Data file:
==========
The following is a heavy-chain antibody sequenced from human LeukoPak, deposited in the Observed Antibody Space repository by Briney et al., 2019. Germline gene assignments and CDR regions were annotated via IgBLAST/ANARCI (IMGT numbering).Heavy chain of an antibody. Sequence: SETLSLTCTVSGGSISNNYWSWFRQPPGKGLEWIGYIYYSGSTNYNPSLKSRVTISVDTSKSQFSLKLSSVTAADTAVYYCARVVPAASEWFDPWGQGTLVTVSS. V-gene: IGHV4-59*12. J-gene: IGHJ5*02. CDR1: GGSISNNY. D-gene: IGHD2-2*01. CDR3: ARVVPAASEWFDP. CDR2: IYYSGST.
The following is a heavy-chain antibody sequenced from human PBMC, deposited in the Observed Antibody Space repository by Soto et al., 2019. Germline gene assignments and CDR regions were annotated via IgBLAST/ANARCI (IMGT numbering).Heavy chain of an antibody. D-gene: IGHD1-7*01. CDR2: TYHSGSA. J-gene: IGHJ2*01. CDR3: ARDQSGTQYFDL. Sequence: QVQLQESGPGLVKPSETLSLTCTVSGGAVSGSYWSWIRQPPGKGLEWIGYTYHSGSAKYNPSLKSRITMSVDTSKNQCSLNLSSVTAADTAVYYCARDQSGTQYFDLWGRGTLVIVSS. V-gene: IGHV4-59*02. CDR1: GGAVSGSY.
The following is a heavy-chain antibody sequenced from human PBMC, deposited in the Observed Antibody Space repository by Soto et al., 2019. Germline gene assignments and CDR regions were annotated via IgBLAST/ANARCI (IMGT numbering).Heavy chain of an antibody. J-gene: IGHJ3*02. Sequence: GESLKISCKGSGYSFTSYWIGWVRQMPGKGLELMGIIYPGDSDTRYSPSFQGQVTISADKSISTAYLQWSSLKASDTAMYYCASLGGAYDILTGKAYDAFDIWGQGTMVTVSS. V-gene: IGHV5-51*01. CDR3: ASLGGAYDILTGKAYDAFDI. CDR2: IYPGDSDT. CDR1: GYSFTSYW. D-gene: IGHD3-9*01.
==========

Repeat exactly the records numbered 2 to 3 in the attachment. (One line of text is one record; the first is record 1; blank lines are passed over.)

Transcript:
The following is a heavy-chain antibody sequenced from human PBMC, deposited in the Observed Antibody Space repository by Soto et al., 2019. Germline gene assignments and CDR regions were annotated via IgBLAST/ANARCI (IMGT numbering).Heavy chain of an antibody. D-gene: IGHD1-7*01. CDR2: TYHSGSA. J-gene: IGHJ2*01. CDR3: ARDQSGTQYFDL. Sequence: QVQLQESGPGLVKPSETLSLTCTVSGGAVSGSYWSWIRQPPGKGLEWIGYTYHSGSAKYNPSLKSRITMSVDTSKNQCSLNLSSVTAADTAVYYCARDQSGTQYFDLWGRGTLVIVSS. V-gene: IGHV4-59*02. CDR1: GGAVSGSY.
The following is a heavy-chain antibody sequenced from human PBMC, deposited in the Observed Antibody Space repository by Soto et al., 2019. Germline gene assignments and CDR regions were annotated via IgBLAST/ANARCI (IMGT numbering).Heavy chain of an antibody. J-gene: IGHJ3*02. Sequence: GESLKISCKGSGYSFTSYWIGWVRQMPGKGLELMGIIYPGDSDTRYSPSFQGQVTISADKSISTAYLQWSSLKASDTAMYYCASLGGAYDILTGKAYDAFDIWGQGTMVTVSS. V-gene: IGHV5-51*01. CDR3: ASLGGAYDILTGKAYDAFDI. CDR2: IYPGDSDT. CDR1: GYSFTSYW. D-gene: IGHD3-9*01.